County lobbies HUD for homeless funds

COAST CITIES — San Diego County has the third highest number of homeless people in the country, yet because of an antiquated government formula, it is only eligible to compete for the 18th highest amount of federal funding in the nation for its homeless services. 

 

Under the current system, more than a dozen areas with lower homeless populations are able to receive tens of millions of dollars more in funding than the county.

Now San Diego officials are starting to take notice and are pushing for revision of how the U.S. Department of Housing and Urban Development (HUD) allocates its funds.

“Clearly there is a funding imbalance and we need to change the decades-old, federal funding formula so we provide more transitional housing, rental assistance, shelter assistance and other programs to help the homeless,” said Chairman of the San Diego County Board of Supervisors Greg Cox.

The HUD reported that San Diego County had an average of more than 10,000 homeless people on a given single night in 2012, according to a report released last November.

Only New York City and Los Angeles County had larger homeless populations with averages of more than 56,000 and 42,000 homeless people, respectively, on a given night in 2012, according to the HUD data.

San Diego County was eligible to compete for up to $15,707,214 from the HUD last year to fund homeless services including shelters, interim housing, supportive housing, and rental assistance.

Yet the maximum amount of federal funds that the county was eligible for didn’t just fall third to New York City and Los Angeles, but also millions of dollars behind 15 other areas in the country that have thousands of fewer homeless people.

By comparison, the city of Chicago reported 6,710 homeless people on a given night, yet was eligible to compete for more than $51 million in funding from the HUD last year.

HUD funding is obtained through local bodies known as Continuums of Care (CoC), which coordinate the home less organizations for an entire city, county, region, or state to apply for this federal funding annually. The funding is used to finance homeless services including shelters, interim housing, supportive housing, and rental assistance.

The HUD relies on a decades-old formula to determine how much homeless assistance funding each CoC can compete for.

In a letter to the HUD last year, several members of Congress identified discrepancies in these formulas that placed East Coast cities at an advantage for funding eligibility.

“The current formula does not correlate with indicators of homelessness or need for homeless assistance grants,” stated the Nov. 16 letter.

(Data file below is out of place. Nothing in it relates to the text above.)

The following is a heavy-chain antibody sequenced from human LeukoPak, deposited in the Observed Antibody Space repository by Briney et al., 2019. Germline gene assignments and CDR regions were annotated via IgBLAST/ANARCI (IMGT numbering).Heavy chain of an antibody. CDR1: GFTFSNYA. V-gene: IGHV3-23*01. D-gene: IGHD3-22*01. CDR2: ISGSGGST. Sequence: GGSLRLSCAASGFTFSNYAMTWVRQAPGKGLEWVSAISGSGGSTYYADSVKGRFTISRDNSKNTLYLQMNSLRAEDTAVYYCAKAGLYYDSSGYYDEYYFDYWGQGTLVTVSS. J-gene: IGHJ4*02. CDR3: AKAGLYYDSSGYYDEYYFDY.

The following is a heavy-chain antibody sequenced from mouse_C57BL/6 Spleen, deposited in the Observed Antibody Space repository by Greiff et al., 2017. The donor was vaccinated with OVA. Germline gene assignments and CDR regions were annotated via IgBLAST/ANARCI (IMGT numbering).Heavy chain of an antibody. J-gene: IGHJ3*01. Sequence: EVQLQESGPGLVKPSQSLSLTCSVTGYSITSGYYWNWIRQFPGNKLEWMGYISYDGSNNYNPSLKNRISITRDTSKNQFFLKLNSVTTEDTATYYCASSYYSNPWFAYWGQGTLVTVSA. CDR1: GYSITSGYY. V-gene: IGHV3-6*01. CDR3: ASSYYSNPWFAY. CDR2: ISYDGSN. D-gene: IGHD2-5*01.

“The current formula for determining levels of funding for Continuum of Care (CoC) grants,…severely disadvantages CoCs in the southern and western regions of the country.”

This imbalance came to the attention of San Diego leaders after the issue was brought to light by a Voice of San Diego article in early March.

At its March 19 meeting, the County Board of Supervisors unanimously voted to lobby to change the federal formula.

As chairman, Cox subsequently sent a letter to the secretary of the HUD urging for more balanced funding for homeless services.

The number of homeless people on a given night is growing in San Diego County, according to HUD data. The number had one of the highest increases in the country, 6.1 percent, since 2011.

Many factors contribute to the county’s ballooning homeless population, such as the area’s gentle climate and position as a military hub, according to the facilitator of San Diego County’s CoC, Patricia Leslie.

The county uses HUD funding for more than 50 programs, including North County’s Interfaith Community Services, Community Resource Center and Women’s Resource Center, she said.

Local resources like private foundations and community development funds make up the financial gap not covered by federal funding.

Yet there is still a great need in the county for more resources, and that need will only increase.

The region currently lacks about 3,000 places for people to live on an average night and the wait for affordable housing is about 60,000 people long, according to Leslie.

“With sequestration, the funds that the local agencies use to match the federal homeless funds are being cut — the demands are increasing. We can stretch, can use our funds wisely, but you know the old saying, ‘You can’t get blood from a turnip’ — there are limits,” she said.

 

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